So DealWise is one of them.  DealWise is a shopping platform where we bring together merchants and consumers.  We offer DealWise via our banking app and bring our clients targeted offers from merchants.

For both, we have, as ING, a very strong client base so it gives us a head start in scaling.  We can scale from our own client base on both sides.  We have started this in Romania and we have recently rolled it out to Germany and Belgium, adding more clients to the DealWise platform, so increasing the attractiveness for the merchants and who wouldn’t want a bank account that brings you tailored offers?  So one of the things we learned here is that we have to also use our own strength.  It is way harder to start a platform from scratch, where you have zero clients on both sides that you can actually use to bring the network effects.  So one of the things we are doing right now is sticking a little bit closer to our own core strength as ING.

CoorpID is another example.  CoorpID is a secure vault in which companies can organise their corporate documents.  They can then share them with everyone who needs it: banks for KYC, tax advisers, auditors, you name it.  And they can all integrate it in their own processes and systems, then encourage their clients to use it because it is easier for them, and then the flywheel starts spinning.

Then the third topic you really have to think about is governance.  As Facebook and Twitter have learned the hard way, you have to curate what is happening on your platform.  So are the values of those companies the same as yours?  Their customer promise, their customer service?  We are used to doing customer due diligence; but on a platform, you also have to look at completely different things.  Supply chains, can they actually deliver?  Are they available 24/7?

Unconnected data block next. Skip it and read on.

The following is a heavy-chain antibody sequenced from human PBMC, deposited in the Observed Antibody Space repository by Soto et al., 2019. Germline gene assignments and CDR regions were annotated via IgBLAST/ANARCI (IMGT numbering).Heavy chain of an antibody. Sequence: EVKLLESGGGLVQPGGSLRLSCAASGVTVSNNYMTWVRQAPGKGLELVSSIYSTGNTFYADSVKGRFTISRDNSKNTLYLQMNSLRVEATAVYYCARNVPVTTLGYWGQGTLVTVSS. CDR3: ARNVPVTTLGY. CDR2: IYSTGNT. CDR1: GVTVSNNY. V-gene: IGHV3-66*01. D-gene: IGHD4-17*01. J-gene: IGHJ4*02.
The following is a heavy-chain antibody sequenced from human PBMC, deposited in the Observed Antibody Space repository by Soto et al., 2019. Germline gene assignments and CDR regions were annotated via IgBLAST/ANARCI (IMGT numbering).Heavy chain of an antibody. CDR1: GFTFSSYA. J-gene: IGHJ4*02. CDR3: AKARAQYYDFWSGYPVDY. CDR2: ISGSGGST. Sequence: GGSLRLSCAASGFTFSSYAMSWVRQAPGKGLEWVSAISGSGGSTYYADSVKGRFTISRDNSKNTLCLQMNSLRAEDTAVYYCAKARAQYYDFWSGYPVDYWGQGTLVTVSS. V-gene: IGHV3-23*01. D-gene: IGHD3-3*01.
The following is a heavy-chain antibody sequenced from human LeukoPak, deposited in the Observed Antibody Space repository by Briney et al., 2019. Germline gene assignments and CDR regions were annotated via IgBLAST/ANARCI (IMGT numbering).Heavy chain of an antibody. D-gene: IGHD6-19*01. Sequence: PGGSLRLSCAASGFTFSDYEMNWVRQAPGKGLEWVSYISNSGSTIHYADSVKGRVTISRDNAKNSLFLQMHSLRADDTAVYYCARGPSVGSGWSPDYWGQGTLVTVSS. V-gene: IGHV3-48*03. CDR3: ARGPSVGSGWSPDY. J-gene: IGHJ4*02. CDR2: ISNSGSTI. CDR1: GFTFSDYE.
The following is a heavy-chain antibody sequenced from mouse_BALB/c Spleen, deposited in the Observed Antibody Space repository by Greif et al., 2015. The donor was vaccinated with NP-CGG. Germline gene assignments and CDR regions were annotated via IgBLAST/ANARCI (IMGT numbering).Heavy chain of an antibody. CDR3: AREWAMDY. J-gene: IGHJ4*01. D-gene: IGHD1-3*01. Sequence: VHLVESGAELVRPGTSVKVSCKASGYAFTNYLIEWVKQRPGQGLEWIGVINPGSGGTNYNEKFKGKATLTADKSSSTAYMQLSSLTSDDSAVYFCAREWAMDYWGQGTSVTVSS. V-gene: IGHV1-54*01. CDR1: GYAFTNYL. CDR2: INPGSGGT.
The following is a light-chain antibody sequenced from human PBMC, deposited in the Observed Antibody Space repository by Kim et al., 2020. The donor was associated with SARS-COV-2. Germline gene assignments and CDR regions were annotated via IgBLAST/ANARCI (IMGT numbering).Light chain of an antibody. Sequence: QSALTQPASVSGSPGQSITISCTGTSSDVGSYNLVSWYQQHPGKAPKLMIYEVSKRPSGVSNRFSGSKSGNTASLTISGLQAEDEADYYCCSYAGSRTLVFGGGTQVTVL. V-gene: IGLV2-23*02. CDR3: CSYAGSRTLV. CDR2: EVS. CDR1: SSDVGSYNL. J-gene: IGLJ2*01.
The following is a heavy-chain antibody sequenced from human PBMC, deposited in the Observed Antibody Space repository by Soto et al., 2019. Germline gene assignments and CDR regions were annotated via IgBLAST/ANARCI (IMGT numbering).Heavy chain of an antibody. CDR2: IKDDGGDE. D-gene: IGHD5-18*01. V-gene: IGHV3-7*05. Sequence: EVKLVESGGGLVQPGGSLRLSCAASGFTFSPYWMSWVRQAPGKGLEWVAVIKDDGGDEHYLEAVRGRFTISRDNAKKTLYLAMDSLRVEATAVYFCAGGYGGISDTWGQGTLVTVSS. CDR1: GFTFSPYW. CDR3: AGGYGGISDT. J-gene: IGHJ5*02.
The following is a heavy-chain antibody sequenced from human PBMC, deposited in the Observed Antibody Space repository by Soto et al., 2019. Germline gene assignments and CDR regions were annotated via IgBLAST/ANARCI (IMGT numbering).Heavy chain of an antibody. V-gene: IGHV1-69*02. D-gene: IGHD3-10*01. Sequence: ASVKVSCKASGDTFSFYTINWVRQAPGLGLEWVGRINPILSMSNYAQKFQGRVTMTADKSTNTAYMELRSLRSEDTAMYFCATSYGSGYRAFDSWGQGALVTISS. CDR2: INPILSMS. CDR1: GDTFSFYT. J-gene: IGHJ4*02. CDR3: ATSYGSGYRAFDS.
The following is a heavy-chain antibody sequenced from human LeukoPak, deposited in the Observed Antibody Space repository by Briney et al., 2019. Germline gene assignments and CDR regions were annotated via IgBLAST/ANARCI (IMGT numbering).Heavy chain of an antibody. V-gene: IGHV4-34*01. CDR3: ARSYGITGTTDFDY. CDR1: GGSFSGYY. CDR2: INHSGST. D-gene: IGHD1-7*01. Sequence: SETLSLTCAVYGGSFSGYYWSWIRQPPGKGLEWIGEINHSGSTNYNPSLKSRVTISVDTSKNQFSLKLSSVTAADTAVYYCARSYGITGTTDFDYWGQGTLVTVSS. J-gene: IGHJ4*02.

So we are on a journey, and we have started a lot of experiments and we started them a while ago, but we are still learning.  We are learning every day.  We have brought the first elements of platforms or platforms in their own right to the market and we start to see the first little signs of this potential exponential growth.  But we have also really learned: it is a long journey, it requires stamina and also very considerable investment.  But hey, it also took Amazon many years to become profitable and now they are one of the most valuable companies in the world.

We have brought the first elements of platforms or platforms in their own right to the market and we start to see the first little signs of this potential exponential growth.

And don’t forget: banks have a lot going for them.  If only, it is an installed client base that is really strong.  To give you a little example, we have more daily visits on our mobile banking app than we have ING accounts in the Netherlands.  Who can say that?  I am absolutely sure there are people who are on Amazon daily, I am not one of them, but I seriously doubt that they have more daily visits than they have Amazon accounts.

So as a bank, we absolutely have things going for us.  We can make this happen, so let’s go for it.